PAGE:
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AES Section Meeting Reports

Boston - May 12, 2009

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Summary

AES Boston Section
May 2009 Meeting
with Jeremy Todd

On Tuesday, May 12th, 2009 the Boston Section of the Audio Engineering Society hosted a presentation by Jeremy Todd titled Building an Audio Plug-in: From Concept to Release Date. His objective was to outline what happens behind the scenes of an audio plug-in project.

He began by outlining the different skills required when creating an audio plug-in; DSP, Software Engineering (understanding the different platforms), Product Management, User Interface Design and Quality Assurance. Building an audio plug-in goes through several stages starting with concept, DSP algorithm development (creating a prototype), testing, Beta testing (being tested by outside users for product feedback), UI Design after first beta (starts to take shape) and then a sprint to the finish.

Jeremy used iZotopes' Ozone 4 application as his presentation example. Ozone 4 is a Mastering plug-in made up of six main processing modules that brings several things together into one plug-in; Loudness Maximizer, Paragraphic EQ, Multiband Dynamics, Multiband Stereo Imaging, Harmonic Exciter, Dithering and Mastering Reverb.

He described the process of moving from Ozone 3 to Ozone 4, showing the visual changes that occurred from one version to another and described how differences can be made while retaining a similar "look" to keep it fresh. The updated UI design is first "mocked up" in Photoshop. At first, the concern is about the overall look and not details. This stage is very subjective and comments have to be taken a little lightly, making sure the new look is not too "fluffy".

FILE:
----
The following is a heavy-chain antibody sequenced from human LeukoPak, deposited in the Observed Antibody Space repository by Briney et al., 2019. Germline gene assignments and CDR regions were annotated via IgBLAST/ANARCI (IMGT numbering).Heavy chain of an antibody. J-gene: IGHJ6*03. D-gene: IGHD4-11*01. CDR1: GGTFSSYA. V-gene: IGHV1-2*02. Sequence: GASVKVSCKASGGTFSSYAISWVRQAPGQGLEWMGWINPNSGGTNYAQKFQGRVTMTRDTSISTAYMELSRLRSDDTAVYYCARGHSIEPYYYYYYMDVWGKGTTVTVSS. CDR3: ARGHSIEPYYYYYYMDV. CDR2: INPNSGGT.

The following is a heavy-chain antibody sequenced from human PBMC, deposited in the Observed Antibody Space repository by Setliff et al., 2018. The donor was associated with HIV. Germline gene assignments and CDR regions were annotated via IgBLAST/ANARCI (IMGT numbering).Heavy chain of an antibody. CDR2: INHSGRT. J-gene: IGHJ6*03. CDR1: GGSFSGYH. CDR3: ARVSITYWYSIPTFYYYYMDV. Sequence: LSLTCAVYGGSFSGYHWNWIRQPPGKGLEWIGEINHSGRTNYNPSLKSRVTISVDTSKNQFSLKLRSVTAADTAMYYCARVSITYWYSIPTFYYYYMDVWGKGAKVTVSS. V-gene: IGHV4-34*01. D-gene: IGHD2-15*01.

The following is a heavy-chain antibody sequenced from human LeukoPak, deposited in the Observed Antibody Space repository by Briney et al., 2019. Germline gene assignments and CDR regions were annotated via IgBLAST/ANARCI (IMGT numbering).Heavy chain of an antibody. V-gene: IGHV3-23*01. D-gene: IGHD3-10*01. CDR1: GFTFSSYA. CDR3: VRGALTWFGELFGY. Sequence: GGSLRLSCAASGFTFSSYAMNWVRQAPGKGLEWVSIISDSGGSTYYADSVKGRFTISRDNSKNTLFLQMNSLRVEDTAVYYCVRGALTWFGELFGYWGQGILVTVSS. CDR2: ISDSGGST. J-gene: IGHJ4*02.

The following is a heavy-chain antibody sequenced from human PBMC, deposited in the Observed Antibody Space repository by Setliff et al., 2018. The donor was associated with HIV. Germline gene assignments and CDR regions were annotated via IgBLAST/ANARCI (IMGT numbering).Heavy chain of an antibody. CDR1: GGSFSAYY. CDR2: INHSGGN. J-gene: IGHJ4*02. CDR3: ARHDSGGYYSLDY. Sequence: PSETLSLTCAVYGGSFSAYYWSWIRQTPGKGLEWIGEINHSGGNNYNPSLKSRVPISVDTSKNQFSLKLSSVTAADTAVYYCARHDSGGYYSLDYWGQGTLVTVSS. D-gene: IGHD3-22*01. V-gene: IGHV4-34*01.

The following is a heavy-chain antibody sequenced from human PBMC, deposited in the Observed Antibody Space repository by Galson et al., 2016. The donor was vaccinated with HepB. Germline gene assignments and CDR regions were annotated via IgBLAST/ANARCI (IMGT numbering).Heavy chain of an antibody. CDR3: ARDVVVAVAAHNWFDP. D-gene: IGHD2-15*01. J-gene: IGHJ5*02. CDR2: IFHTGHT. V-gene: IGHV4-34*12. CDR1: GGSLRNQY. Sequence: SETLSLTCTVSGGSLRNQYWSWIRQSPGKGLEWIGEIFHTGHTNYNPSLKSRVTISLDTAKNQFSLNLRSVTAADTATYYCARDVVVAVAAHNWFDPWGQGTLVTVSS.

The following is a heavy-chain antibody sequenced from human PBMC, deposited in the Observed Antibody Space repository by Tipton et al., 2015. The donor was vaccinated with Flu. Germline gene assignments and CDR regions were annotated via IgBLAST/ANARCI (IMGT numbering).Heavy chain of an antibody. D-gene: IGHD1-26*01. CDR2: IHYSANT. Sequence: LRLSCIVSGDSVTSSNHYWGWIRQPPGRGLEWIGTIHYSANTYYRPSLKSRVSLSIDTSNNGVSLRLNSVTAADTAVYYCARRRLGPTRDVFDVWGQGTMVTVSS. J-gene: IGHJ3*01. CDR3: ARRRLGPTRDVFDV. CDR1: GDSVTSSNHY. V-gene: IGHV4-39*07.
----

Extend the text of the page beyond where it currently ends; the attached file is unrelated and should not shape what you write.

He explained Mid-Side processing—how the mid and side information can be treated separately and gave examples of Stereo to Mid-side EQing. Taking the side channel information and making it louder will create a perception of a wider field. This gives the ability to do frequency dependant stereo widening instead of just simply stereo widening, which applies broadband to the entire signal.

Using a non-released stand-alone version of Ozone, tools can be implemented for testing the plug-in. System delay is a major concern for anything that is processing audio. Making a compressor with "look ahead" requires a certain amount of system delay, which creates silence at output before audio signal reaches it. This delay needs to be continually reported to the host so that all the other tracks can be delayed appropriately.

Other concerns are "Bypass" transitions that create a crossfade to avoid the click that occurs, and mix control in the dynamics module between wet/dry signal. There are other transparent things to be considered such as lock-free processing—clicking on UI buttons while processing is active.
Setting the correct buffer size for a particular system also enhances the plug-ins performance.

During Beta testing, the feature set is frozen and the focus is on smaller improvements and fixing bugs. At this point, you need to be disciplined in order to get the product released, and a list begins for new features for the next release. Forums are important to get immediate feedback from the users to help plan for future updates. He concluded the presentation by addressing many questions from the audience including software piracy issues, real-time online software and CPU load restrictions in Ozone.

iZotope, Inc. is a Boston-based audio signal processing company. Jeremy Todd directs the research and development of iZotope's signal processing algorithms and products. Mr. Todd holds degrees in Electrical Engineering and Computer Science from the Massachusetts Institute of Technology and is a member of the AES.

Additional Information

* Building an Audio Plug-in: From Concept to Release Date (QuickTime Movie - 60.5 MB - Length: 1:20:59)

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AES - Audio Engineering Society